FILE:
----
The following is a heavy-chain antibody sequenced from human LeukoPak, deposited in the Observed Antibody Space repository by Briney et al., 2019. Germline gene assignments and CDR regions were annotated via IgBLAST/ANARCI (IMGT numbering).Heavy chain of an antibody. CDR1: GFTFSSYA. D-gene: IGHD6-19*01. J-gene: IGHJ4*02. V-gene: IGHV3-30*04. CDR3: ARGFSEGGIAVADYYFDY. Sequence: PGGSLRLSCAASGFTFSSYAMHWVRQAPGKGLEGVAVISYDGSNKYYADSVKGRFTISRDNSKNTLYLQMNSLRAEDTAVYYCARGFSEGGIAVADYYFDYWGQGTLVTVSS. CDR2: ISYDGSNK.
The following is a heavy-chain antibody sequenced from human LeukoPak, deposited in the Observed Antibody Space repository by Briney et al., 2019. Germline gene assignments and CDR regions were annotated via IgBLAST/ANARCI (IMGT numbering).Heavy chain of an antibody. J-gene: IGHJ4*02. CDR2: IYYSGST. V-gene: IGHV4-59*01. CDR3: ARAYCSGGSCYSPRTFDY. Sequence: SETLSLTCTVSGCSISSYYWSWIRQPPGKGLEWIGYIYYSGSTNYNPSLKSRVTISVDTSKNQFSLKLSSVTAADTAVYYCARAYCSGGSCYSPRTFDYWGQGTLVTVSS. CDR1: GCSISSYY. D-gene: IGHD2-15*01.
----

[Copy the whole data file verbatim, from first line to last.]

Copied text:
The following is a heavy-chain antibody sequenced from human LeukoPak, deposited in the Observed Antibody Space repository by Briney et al., 2019. Germline gene assignments and CDR regions were annotated via IgBLAST/ANARCI (IMGT numbering).Heavy chain of an antibody. CDR1: GFTFSSYA. D-gene: IGHD6-19*01. J-gene: IGHJ4*02. V-gene: IGHV3-30*04. CDR3: ARGFSEGGIAVADYYFDY. Sequence: PGGSLRLSCAASGFTFSSYAMHWVRQAPGKGLEGVAVISYDGSNKYYADSVKGRFTISRDNSKNTLYLQMNSLRAEDTAVYYCARGFSEGGIAVADYYFDYWGQGTLVTVSS. CDR2: ISYDGSNK.
The following is a heavy-chain antibody sequenced from human LeukoPak, deposited in the Observed Antibody Space repository by Briney et al., 2019. Germline gene assignments and CDR regions were annotated via IgBLAST/ANARCI (IMGT numbering).Heavy chain of an antibody. J-gene: IGHJ4*02. CDR2: IYYSGST. V-gene: IGHV4-59*01. CDR3: ARAYCSGGSCYSPRTFDY. Sequence: SETLSLTCTVSGCSISSYYWSWIRQPPGKGLEWIGYIYYSGSTNYNPSLKSRVTISVDTSKNQFSLKLSSVTAADTAVYYCARAYCSGGSCYSPRTFDYWGQGTLVTVSS. CDR1: GCSISSYY. D-gene: IGHD2-15*01.